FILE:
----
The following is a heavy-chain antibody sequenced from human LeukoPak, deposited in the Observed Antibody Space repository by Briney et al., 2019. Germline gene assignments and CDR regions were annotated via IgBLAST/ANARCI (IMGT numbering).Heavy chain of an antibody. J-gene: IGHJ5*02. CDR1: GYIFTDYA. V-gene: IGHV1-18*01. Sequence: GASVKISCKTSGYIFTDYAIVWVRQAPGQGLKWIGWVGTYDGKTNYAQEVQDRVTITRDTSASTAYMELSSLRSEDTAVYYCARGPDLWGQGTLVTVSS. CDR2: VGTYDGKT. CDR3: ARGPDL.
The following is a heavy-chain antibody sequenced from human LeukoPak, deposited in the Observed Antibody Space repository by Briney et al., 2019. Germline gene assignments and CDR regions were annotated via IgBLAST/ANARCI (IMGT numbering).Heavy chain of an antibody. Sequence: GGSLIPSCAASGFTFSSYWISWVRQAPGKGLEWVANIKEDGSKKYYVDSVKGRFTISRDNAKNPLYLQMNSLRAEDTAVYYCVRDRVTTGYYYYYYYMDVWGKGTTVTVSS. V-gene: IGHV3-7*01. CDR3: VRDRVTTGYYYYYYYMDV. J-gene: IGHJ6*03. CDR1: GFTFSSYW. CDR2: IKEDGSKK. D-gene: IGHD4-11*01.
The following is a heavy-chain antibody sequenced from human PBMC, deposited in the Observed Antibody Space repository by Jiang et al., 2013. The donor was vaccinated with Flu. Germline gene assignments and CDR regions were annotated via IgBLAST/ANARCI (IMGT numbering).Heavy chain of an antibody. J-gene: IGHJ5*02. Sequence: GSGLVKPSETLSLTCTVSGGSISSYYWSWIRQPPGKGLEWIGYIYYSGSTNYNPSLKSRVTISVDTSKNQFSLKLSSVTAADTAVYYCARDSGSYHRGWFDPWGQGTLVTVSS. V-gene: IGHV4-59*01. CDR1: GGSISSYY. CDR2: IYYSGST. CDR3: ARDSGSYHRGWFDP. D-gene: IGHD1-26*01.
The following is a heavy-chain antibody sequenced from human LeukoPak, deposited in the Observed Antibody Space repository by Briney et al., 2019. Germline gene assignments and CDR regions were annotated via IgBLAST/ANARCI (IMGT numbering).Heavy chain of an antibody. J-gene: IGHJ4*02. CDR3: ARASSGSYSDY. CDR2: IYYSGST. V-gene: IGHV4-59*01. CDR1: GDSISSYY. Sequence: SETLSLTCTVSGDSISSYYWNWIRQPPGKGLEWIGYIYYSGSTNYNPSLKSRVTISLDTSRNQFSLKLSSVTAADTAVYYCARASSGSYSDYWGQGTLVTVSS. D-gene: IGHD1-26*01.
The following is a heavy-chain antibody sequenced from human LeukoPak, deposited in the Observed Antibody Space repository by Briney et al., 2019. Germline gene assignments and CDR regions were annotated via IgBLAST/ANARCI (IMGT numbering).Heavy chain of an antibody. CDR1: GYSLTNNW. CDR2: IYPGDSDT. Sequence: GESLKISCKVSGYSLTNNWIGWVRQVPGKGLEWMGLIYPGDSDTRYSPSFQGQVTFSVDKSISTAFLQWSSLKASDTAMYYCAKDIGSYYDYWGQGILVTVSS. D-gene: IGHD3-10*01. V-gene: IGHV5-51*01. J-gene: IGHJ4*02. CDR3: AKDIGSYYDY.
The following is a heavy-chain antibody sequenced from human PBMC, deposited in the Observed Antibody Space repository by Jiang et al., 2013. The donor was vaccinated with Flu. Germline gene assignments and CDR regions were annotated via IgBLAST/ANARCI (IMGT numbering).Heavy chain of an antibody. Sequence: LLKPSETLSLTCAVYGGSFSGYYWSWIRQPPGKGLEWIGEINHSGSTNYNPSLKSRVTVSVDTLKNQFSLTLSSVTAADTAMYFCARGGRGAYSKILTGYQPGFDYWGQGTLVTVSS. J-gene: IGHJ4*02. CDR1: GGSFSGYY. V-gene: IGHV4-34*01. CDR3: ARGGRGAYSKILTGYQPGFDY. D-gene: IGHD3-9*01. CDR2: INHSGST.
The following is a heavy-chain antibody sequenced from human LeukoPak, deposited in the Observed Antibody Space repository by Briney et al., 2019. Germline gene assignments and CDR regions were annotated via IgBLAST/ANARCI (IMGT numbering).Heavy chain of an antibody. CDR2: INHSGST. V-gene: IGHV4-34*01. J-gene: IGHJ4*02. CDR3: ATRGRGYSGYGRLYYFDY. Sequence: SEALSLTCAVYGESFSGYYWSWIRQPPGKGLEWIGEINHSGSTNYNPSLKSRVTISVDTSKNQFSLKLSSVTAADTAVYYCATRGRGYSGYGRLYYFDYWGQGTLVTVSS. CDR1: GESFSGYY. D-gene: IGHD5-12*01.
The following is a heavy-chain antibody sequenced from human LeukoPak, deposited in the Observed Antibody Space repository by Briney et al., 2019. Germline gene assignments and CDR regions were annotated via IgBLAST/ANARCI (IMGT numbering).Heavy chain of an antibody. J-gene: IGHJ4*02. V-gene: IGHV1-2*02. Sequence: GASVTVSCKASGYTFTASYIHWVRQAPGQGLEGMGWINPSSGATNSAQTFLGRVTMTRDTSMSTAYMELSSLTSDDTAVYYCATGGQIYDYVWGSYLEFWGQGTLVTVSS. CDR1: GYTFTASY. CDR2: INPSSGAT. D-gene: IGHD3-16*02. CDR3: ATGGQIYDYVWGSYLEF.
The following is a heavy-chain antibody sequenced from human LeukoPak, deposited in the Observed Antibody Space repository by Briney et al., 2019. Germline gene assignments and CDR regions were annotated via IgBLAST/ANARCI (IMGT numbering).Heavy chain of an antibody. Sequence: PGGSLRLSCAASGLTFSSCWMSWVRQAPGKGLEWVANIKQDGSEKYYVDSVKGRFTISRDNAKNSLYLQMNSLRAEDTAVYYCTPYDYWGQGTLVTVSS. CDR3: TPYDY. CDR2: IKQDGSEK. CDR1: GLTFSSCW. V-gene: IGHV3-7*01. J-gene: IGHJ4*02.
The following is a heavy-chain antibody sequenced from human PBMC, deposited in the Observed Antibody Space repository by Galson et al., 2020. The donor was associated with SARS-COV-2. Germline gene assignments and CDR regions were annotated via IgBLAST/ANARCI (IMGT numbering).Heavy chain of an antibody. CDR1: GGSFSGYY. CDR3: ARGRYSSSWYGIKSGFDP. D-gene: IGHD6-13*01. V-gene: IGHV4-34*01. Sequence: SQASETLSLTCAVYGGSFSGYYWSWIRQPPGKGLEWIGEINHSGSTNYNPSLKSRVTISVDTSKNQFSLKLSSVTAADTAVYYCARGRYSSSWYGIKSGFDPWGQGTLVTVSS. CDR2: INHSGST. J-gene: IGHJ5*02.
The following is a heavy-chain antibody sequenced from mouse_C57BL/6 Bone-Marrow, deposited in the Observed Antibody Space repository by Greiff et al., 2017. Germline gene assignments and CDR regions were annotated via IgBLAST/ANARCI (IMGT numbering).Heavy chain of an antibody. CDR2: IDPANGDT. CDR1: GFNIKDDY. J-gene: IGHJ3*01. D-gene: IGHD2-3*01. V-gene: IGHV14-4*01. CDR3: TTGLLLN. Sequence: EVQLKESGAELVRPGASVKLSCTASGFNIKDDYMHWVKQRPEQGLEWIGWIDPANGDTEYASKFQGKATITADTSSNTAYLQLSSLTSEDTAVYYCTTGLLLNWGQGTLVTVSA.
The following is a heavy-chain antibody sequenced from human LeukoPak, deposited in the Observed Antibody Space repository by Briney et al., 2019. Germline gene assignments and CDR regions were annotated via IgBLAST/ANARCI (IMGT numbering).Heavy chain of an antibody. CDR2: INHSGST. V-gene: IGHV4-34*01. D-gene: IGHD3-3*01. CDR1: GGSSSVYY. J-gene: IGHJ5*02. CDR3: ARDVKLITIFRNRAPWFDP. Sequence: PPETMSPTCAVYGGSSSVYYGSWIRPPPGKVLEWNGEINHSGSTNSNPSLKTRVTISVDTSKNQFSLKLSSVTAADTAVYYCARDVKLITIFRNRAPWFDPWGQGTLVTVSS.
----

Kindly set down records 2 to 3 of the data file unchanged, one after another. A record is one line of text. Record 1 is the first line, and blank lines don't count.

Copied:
The following is a heavy-chain antibody sequenced from human LeukoPak, deposited in the Observed Antibody Space repository by Briney et al., 2019. Germline gene assignments and CDR regions were annotated via IgBLAST/ANARCI (IMGT numbering).Heavy chain of an antibody. Sequence: GGSLIPSCAASGFTFSSYWISWVRQAPGKGLEWVANIKEDGSKKYYVDSVKGRFTISRDNAKNPLYLQMNSLRAEDTAVYYCVRDRVTTGYYYYYYYMDVWGKGTTVTVSS. V-gene: IGHV3-7*01. CDR3: VRDRVTTGYYYYYYYMDV. J-gene: IGHJ6*03. CDR1: GFTFSSYW. CDR2: IKEDGSKK. D-gene: IGHD4-11*01.
The following is a heavy-chain antibody sequenced from human PBMC, deposited in the Observed Antibody Space repository by Jiang et al., 2013. The donor was vaccinated with Flu. Germline gene assignments and CDR regions were annotated via IgBLAST/ANARCI (IMGT numbering).Heavy chain of an antibody. J-gene: IGHJ5*02. Sequence: GSGLVKPSETLSLTCTVSGGSISSYYWSWIRQPPGKGLEWIGYIYYSGSTNYNPSLKSRVTISVDTSKNQFSLKLSSVTAADTAVYYCARDSGSYHRGWFDPWGQGTLVTVSS. V-gene: IGHV4-59*01. CDR1: GGSISSYY. CDR2: IYYSGST. CDR3: ARDSGSYHRGWFDP. D-gene: IGHD1-26*01.